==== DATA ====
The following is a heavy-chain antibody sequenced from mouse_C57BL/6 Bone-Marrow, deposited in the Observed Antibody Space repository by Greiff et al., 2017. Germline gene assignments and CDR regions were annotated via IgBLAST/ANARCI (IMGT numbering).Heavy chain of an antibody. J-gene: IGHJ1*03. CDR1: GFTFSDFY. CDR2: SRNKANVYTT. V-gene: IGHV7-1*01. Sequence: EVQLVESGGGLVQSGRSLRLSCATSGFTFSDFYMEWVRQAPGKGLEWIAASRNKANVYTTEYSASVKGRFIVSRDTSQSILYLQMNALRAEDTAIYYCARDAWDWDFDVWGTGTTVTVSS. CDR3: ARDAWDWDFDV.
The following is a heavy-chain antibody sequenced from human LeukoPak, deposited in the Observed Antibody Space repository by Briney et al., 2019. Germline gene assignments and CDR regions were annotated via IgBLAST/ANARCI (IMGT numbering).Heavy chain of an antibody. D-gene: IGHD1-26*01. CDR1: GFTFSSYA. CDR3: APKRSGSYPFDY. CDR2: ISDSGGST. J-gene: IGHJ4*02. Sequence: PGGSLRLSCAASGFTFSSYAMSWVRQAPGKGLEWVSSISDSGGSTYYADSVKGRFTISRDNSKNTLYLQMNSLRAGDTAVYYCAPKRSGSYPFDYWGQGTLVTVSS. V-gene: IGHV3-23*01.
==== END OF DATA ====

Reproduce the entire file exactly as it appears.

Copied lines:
The following is a heavy-chain antibody sequenced from mouse_C57BL/6 Bone-Marrow, deposited in the Observed Antibody Space repository by Greiff et al., 2017. Germline gene assignments and CDR regions were annotated via IgBLAST/ANARCI (IMGT numbering).Heavy chain of an antibody. J-gene: IGHJ1*03. CDR1: GFTFSDFY. CDR2: SRNKANVYTT. V-gene: IGHV7-1*01. Sequence: EVQLVESGGGLVQSGRSLRLSCATSGFTFSDFYMEWVRQAPGKGLEWIAASRNKANVYTTEYSASVKGRFIVSRDTSQSILYLQMNALRAEDTAIYYCARDAWDWDFDVWGTGTTVTVSS. CDR3: ARDAWDWDFDV.
The following is a heavy-chain antibody sequenced from human LeukoPak, deposited in the Observed Antibody Space repository by Briney et al., 2019. Germline gene assignments and CDR regions were annotated via IgBLAST/ANARCI (IMGT numbering).Heavy chain of an antibody. D-gene: IGHD1-26*01. CDR1: GFTFSSYA. CDR3: APKRSGSYPFDY. CDR2: ISDSGGST. J-gene: IGHJ4*02. Sequence: PGGSLRLSCAASGFTFSSYAMSWVRQAPGKGLEWVSSISDSGGSTYYADSVKGRFTISRDNSKNTLYLQMNSLRAGDTAVYYCAPKRSGSYPFDYWGQGTLVTVSS. V-gene: IGHV3-23*01.